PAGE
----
Protect Yourself - Questions To Ask a New Partner Before Having Sex

Questions to Ask a New Partner Before Starting a Sexual Relationship

You've just started dating someone new. You've been out more than a few times, and you think you're ready to get to the hot and heavy stage. Before the clothes start flying for the first time, here are some questions that you might want to ask before having sex. These questions can help both you and your new partner protect your physical health. Sex education doesn't end in high school. Your own personal sex ed quiz is a useful tool when beginning any new sexual relationship.

Have you been tested for sexually transmitted diseases?

Couple at table with mugs, looking down
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Many people will say yes to this question... and be wrong. They think that their doctor automatically tests them for diseases at their annual exam. Unfortunately, that isn't the case The vast majority of physicians do not screen their clients automatically for STDs. You have to ask your doctor to do the tests. Furthermore, you specifically ask about testing for at least chlamydia and gonorrhea before starting any new sexual relationship. Doctors are sometimes reluctant to test other STDs such as syphilis or trichomoniasis unless you have symptoms or know that you have been exposed. Still, it never hurts to ask. Just remember, if someone says they have been tested for STDs, they should be able to tell you what diseases they've been tested for. If they can't, they're probably mistaken about having been tested.  

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When was your last HIV test?

CANGE, HAITI - MARCH 24: Blood tests wait to be inspected at the lab of Zanmi Lasante Hospital March 24, 2005 in Cange, Haiti. Many HIV positive patients come to be hospitalized here, but the majority of HIV infected people will stay at home in their final stage of life and will die there as most hospitals in the country can not take them. (Photo by Shaul Schwarz/Getty Images). Shaul Schwarz/Getty Images

Current guidelines from the CDC recommend that individuals be screened for HIV as part of their routine healthcare visits. If you have had any possible exposure to HIV through unprotected sex, sharing needles, or other exposure to bodily fluids, you should be tested. If you're not sure if you could have been exposed, you should also be tested. In general, routine HIV testing is a good idea. Most states will test you anonymously,. Furthermore, free testing is available at numerous locations. If your partner says "I've never been tested," you might want to wait to sleep with them until their answer changes. In this day and age, when free, anonymous, testing is easily available, there is no reason not to be tested regularly. There is every reason to be.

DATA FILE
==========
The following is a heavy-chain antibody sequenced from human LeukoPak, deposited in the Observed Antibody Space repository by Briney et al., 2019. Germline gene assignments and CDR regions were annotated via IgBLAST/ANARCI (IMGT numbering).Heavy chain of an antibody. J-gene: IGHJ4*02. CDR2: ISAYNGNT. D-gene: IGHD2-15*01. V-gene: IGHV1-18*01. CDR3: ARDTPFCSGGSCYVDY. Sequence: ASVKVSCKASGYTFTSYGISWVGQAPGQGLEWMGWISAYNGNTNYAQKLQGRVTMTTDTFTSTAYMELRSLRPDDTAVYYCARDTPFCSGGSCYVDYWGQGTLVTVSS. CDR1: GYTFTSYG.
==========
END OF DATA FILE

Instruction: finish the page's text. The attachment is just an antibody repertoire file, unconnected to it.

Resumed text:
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Are you currently involved with anyone else?

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Kissing Couple. Photodisc/Digital Vision/Getty Images

It's all very well and good to ask for your future sexual partner's STD status, Still, what they tell you may not mean anything if they're continuing to have sex with other people. If you are involved, sexually, in a non-monogamous relationship, these discussions are critical. You need to make certain that you are not only having safer sex with your partner(s). You also need to make certain that your partner is having safer sex with all of his or her partners. Responsible non-monogamy is not necessarily any less safe than serial monogamy,. In some circumstances it can even be safer. However, it does require better communication in order to maintain your physical and emotional health. Remember, though, that long-term monogamous relationships represent the lowest risk to your sexual health.

Are you prepared to have safer sex?

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When in doubt, bring the supplies. If you are planning to have sex with someone, it is important to take responsibility for your own sexual health. That means having supplies on hand. Condoms, female condoms, back-up contraception, lube, saran wrap, gloves.... Whatever you need to make sex safer for you is what you should have on hand. What if your partner, for example, buys supplies that you're allergic to or don't like? There's nothing quite as frustrating as deciding that you're ready to have sex and discovering that all the stores within driving distance are closed or out of your favorite condoms.

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